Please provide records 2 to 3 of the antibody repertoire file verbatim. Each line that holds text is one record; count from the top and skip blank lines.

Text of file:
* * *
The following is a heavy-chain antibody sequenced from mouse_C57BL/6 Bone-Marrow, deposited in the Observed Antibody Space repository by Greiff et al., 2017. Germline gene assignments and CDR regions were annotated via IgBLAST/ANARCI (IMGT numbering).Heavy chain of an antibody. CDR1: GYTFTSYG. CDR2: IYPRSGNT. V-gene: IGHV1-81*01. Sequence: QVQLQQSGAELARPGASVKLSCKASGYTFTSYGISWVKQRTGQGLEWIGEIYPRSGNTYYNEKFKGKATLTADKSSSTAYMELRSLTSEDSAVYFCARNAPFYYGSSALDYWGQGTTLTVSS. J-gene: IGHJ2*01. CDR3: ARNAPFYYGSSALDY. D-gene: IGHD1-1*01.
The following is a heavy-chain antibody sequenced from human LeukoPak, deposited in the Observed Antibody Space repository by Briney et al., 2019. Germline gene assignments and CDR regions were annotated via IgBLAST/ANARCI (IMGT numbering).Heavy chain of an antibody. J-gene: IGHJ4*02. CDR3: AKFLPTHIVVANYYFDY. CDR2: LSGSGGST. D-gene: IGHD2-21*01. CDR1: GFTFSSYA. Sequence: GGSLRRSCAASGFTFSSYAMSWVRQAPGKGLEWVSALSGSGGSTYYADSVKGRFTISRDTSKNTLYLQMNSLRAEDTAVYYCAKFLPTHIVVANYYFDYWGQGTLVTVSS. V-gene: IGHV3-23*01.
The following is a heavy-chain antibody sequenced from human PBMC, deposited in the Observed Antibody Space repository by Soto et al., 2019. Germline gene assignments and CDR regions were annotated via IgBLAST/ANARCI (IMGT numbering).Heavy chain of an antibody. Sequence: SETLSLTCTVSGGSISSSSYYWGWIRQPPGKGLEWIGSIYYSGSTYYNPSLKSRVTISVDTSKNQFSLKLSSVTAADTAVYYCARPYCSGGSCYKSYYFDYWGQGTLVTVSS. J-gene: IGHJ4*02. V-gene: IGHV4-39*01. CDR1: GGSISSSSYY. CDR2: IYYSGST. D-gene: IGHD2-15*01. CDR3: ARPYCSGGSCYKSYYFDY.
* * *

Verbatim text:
The following is a heavy-chain antibody sequenced from human LeukoPak, deposited in the Observed Antibody Space repository by Briney et al., 2019. Germline gene assignments and CDR regions were annotated via IgBLAST/ANARCI (IMGT numbering).Heavy chain of an antibody. J-gene: IGHJ4*02. CDR3: AKFLPTHIVVANYYFDY. CDR2: LSGSGGST. D-gene: IGHD2-21*01. CDR1: GFTFSSYA. Sequence: GGSLRRSCAASGFTFSSYAMSWVRQAPGKGLEWVSALSGSGGSTYYADSVKGRFTISRDTSKNTLYLQMNSLRAEDTAVYYCAKFLPTHIVVANYYFDYWGQGTLVTVSS. V-gene: IGHV3-23*01.
The following is a heavy-chain antibody sequenced from human PBMC, deposited in the Observed Antibody Space repository by Soto et al., 2019. Germline gene assignments and CDR regions were annotated via IgBLAST/ANARCI (IMGT numbering).Heavy chain of an antibody. Sequence: SETLSLTCTVSGGSISSSSYYWGWIRQPPGKGLEWIGSIYYSGSTYYNPSLKSRVTISVDTSKNQFSLKLSSVTAADTAVYYCARPYCSGGSCYKSYYFDYWGQGTLVTVSS. J-gene: IGHJ4*02. V-gene: IGHV4-39*01. CDR1: GGSISSSSYY. CDR2: IYYSGST. D-gene: IGHD2-15*01. CDR3: ARPYCSGGSCYKSYYFDY.